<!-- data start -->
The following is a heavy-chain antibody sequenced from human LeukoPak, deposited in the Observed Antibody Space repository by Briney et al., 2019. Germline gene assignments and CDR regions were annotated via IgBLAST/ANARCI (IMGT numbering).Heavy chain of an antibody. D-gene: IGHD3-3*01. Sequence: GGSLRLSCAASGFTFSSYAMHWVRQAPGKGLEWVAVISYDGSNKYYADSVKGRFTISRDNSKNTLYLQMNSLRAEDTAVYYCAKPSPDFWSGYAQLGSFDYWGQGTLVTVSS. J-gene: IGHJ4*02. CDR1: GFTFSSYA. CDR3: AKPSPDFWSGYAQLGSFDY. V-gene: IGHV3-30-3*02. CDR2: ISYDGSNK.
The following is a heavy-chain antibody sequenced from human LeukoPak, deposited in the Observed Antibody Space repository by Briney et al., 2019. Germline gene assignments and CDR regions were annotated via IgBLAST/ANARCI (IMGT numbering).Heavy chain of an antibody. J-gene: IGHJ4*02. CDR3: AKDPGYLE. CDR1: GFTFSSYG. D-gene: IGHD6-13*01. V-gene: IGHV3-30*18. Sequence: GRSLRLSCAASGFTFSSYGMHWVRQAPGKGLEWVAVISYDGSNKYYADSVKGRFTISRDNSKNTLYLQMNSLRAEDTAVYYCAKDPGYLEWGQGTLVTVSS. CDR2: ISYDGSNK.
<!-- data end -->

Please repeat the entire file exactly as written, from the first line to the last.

The following is a heavy-chain antibody sequenced from human LeukoPak, deposited in the Observed Antibody Space repository by Briney et al., 2019. Germline gene assignments and CDR regions were annotated via IgBLAST/ANARCI (IMGT numbering).Heavy chain of an antibody. D-gene: IGHD3-3*01. Sequence: GGSLRLSCAASGFTFSSYAMHWVRQAPGKGLEWVAVISYDGSNKYYADSVKGRFTISRDNSKNTLYLQMNSLRAEDTAVYYCAKPSPDFWSGYAQLGSFDYWGQGTLVTVSS. J-gene: IGHJ4*02. CDR1: GFTFSSYA. CDR3: AKPSPDFWSGYAQLGSFDY. V-gene: IGHV3-30-3*02. CDR2: ISYDGSNK.
The following is a heavy-chain antibody sequenced from human LeukoPak, deposited in the Observed Antibody Space repository by Briney et al., 2019. Germline gene assignments and CDR regions were annotated via IgBLAST/ANARCI (IMGT numbering).Heavy chain of an antibody. J-gene: IGHJ4*02. CDR3: AKDPGYLE. CDR1: GFTFSSYG. D-gene: IGHD6-13*01. V-gene: IGHV3-30*18. Sequence: GRSLRLSCAASGFTFSSYGMHWVRQAPGKGLEWVAVISYDGSNKYYADSVKGRFTISRDNSKNTLYLQMNSLRAEDTAVYYCAKDPGYLEWGQGTLVTVSS. CDR2: ISYDGSNK.